We hope that those who incorporate this technique will ultimately find that the grading process of the final papers you assign will be ameliorated, in that the students have now had a chance to “practice” or “train” for the final writing process, something akin to athletes who could never run a marathon without similar training, without you having been required to grade an intermediary draft. Ideally, as students come across “holes” in their own comprehension of your course content, they may come to you with more questions, or make better use of your office hours. I know that they will arrive at a deeper understanding of your course material in the same way that I have done regarding WAC philosophy, in the process of writing out this blog post.

Happy Holidays!

WAC Highlight: Professor Mary Sue Donsky

Course: LAW 2301 Estates, Trusts and Wills

Course Link:

Assignment: Field-Based Collaborative Research Assignment

In this assignment, students visited an African burial ground at 290 Broadway.   They researched the distribution and ownership of property under the laws of early New York.  Students attended a lecture by a National Park Ranger and read the site brochure as well as two wills.

Assignment Link:

What WAC principle(s) does this assignment exemplify?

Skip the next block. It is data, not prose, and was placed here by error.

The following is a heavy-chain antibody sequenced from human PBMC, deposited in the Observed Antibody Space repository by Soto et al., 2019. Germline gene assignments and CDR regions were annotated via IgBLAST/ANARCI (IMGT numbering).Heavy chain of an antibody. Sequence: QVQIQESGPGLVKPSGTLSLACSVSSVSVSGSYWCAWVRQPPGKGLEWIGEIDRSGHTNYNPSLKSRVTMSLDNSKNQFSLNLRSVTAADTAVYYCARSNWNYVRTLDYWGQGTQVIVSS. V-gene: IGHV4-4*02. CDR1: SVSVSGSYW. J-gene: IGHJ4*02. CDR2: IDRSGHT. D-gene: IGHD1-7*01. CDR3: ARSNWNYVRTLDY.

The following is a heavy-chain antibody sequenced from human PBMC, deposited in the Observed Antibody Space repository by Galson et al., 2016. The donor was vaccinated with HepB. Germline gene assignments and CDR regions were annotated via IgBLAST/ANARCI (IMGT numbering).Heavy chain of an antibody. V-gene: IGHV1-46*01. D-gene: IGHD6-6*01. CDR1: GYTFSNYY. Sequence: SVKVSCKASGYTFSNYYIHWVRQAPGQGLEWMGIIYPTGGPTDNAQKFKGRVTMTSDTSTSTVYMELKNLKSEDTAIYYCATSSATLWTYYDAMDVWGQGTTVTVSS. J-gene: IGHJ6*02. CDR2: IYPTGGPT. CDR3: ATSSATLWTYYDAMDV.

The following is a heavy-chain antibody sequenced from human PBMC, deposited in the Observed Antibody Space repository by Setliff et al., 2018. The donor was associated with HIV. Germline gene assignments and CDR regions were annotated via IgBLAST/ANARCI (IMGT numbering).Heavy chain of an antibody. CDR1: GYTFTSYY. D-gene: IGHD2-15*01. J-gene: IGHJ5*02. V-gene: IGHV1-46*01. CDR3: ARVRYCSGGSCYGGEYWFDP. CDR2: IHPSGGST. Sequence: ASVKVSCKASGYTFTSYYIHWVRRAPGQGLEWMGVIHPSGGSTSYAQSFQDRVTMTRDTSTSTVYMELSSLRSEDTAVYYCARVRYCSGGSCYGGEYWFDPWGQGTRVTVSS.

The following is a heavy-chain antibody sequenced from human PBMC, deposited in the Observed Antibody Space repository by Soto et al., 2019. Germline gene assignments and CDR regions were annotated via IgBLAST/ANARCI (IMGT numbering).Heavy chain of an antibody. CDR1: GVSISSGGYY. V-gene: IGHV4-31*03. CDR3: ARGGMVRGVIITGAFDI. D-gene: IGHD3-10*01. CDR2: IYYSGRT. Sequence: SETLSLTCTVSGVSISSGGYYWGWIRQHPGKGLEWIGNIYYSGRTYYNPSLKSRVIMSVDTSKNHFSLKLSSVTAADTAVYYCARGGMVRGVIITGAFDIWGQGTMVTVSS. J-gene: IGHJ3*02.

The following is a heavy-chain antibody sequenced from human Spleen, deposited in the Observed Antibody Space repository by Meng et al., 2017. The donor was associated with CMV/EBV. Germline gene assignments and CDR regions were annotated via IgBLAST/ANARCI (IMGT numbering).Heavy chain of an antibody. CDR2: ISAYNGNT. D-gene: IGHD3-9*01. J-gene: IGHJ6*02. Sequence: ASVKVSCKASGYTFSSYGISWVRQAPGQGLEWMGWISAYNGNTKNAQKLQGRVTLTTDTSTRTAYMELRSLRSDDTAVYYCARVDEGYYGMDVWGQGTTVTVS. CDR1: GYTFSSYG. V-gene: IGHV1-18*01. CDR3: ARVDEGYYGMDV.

This assignment puts into action writing to learn principles by requiring both an individual response to the site visit and readings in the form of a legal memo, as well as a group wiki post and oral presentation.  This assignment employs scaffolding as the individual response then allows for effective group collaboration.  The online writing also supports the oral presentation component, which may be seen as the high-stakes aspect of the assignment.

How might this type of assignment be used in other courses across the curriculum?

Other courses may similarly design a visit to a New York site and provide the opportunity for students to engage with primary research sources.  Further, a wiki post is an excellent format for students to present group writing in and provides the opportunity for students to comment online and to show their work outside of class.